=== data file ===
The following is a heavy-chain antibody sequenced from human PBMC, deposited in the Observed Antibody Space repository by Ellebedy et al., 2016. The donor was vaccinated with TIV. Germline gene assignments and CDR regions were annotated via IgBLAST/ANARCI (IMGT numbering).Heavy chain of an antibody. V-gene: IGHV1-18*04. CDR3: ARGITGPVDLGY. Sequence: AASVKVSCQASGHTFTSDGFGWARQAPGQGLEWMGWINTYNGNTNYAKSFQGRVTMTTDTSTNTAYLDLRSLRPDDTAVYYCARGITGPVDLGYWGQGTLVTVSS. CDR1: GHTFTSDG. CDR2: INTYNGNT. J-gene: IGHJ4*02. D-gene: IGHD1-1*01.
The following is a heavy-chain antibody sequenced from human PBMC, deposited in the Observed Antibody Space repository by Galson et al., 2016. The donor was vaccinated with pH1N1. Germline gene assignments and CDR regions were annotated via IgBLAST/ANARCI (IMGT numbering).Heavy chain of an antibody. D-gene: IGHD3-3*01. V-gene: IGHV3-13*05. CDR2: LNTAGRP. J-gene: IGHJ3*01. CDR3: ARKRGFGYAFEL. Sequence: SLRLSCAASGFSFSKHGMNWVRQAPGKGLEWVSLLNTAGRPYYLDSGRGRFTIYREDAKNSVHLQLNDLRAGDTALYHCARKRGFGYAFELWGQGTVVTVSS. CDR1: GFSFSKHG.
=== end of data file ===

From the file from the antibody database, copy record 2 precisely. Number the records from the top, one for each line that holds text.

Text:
The following is a heavy-chain antibody sequenced from human PBMC, deposited in the Observed Antibody Space repository by Galson et al., 2016. The donor was vaccinated with pH1N1. Germline gene assignments and CDR regions were annotated via IgBLAST/ANARCI (IMGT numbering).Heavy chain of an antibody. D-gene: IGHD3-3*01. V-gene: IGHV3-13*05. CDR2: LNTAGRP. J-gene: IGHJ3*01. CDR3: ARKRGFGYAFEL. Sequence: SLRLSCAASGFSFSKHGMNWVRQAPGKGLEWVSLLNTAGRPYYLDSGRGRFTIYREDAKNSVHLQLNDLRAGDTALYHCARKRGFGYAFELWGQGTVVTVSS. CDR1: GFSFSKHG.